120mm Water Cooler Round Up Part 2 – Looking Inside
For a while I have wanted to tear some of these closed CPU loop water cooling units apart just for sheer curiosity on my part. Way back when the first Corsair H50 came to us we took one apart just because it was new. Since then several generations of Asetek coolers have come to the market. The Scythe and the Zalman LQ315 are two confirmed Asetek units of later generations due to them having Asetek branded hardware and the lug mounting system that Asetek has had since the first generation of their coolers.
The Cooler Master and the Zalman Resorator Max are two that are close to Asetek designs internally, but mounting system, coolant, and radiators are not. Now I do not claim to understand patents, but with what I have seen in my tear down of these coolers I can understand how Asetek claimed in 2012 that competitors were ripping off their designs. The Cooler Master Sedion 120M and Zalman Reserator 3 Max are very similar to the Asetek designs and many of the parts were found to be interchangeable. This could be a coincidence, but then again Asetek has already taken action against Cooler Master for patent infringement and companies like Swiftech had to pull the H220 CPU cooling kit from the market. This patent battle has clearly been going on for some time and will eventually worked out.
As for the units themselves, I found it fascinating how little coolant there is in them, a cup or less. The Cooler Master and Zalman Resorator Max had dye in their coolants. From what I have seen from custom loops with dyed coolant, over time those loops can get gummed up from the dye, which leads to less performance. I personally have only run water in my custom loops due to horror stories I have seen, so I cannot say with certainty if the dyes are the issue. With the Resorator Maxs cold plate already showing signs of staining, the stories may very well be valid and have reservations about the performance after long term use. The other thing that I found counter to custom loop designs is the small diameter of the tubing used. Where custom loop builders tend to go for and ID tubing, all the AIO units run ID tubing.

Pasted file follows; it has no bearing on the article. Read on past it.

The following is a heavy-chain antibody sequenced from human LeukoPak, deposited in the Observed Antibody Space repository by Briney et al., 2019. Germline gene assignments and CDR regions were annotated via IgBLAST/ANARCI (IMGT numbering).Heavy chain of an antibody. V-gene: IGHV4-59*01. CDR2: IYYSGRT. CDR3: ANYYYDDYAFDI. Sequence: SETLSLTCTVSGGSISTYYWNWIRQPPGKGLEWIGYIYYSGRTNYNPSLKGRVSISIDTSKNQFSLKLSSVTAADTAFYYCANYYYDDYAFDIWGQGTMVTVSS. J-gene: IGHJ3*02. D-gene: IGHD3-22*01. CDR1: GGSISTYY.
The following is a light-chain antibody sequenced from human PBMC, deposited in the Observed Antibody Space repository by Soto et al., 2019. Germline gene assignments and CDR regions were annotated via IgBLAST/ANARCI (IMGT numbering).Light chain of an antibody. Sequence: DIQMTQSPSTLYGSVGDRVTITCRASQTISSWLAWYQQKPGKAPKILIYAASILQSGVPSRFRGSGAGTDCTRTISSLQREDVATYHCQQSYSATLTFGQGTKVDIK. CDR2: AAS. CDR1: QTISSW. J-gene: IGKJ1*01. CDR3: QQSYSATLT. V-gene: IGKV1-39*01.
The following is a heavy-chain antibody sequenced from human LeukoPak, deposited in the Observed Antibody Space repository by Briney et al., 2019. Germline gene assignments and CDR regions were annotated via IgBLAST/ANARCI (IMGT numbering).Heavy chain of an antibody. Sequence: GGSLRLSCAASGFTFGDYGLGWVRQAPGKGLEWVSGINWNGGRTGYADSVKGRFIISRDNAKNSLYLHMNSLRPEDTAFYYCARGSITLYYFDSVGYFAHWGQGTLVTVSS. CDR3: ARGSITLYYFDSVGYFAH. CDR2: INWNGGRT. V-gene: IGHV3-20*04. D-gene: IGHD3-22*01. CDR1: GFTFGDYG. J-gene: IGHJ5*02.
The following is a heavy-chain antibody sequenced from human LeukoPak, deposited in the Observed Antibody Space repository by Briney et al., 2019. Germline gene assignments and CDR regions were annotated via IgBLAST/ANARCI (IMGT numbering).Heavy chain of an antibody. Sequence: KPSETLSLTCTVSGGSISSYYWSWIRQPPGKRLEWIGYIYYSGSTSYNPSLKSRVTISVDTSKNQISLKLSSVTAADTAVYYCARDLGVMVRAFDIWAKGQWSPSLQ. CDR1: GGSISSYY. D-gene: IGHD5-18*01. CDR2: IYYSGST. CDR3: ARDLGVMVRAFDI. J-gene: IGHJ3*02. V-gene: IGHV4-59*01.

The cooling performance between the true Asetek designs and those that appear to similar are virtually identical. That means when it comes to performance it doesn’t look like enthusiasts are really better off going with one version versus the other. The only question that is left is reliability and lifespan and that is one area that was not looked at by us or any reviewer that we have seen. Water cooling is still our preferred method of keeping processors cool!
The Legit Bottom Line: If closed loop water coolers have always looked similar to you despite having different designs, now you know why. How does the old saying go.. Imitation is the sincerest form of flattery